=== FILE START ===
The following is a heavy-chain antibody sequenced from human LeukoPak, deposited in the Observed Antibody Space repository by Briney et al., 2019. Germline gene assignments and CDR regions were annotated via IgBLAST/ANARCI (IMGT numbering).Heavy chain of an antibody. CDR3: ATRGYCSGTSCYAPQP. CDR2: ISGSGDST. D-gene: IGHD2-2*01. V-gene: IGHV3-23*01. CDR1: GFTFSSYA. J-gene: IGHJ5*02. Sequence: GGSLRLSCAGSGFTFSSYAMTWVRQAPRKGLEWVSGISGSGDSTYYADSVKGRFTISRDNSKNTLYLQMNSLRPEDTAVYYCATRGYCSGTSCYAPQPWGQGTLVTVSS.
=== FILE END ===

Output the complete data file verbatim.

The following is a heavy-chain antibody sequenced from human LeukoPak, deposited in the Observed Antibody Space repository by Briney et al., 2019. Germline gene assignments and CDR regions were annotated via IgBLAST/ANARCI (IMGT numbering).Heavy chain of an antibody. CDR3: ATRGYCSGTSCYAPQP. CDR2: ISGSGDST. D-gene: IGHD2-2*01. V-gene: IGHV3-23*01. CDR1: GFTFSSYA. J-gene: IGHJ5*02. Sequence: GGSLRLSCAGSGFTFSSYAMTWVRQAPRKGLEWVSGISGSGDSTYYADSVKGRFTISRDNSKNTLYLQMNSLRPEDTAVYYCATRGYCSGTSCYAPQPWGQGTLVTVSS.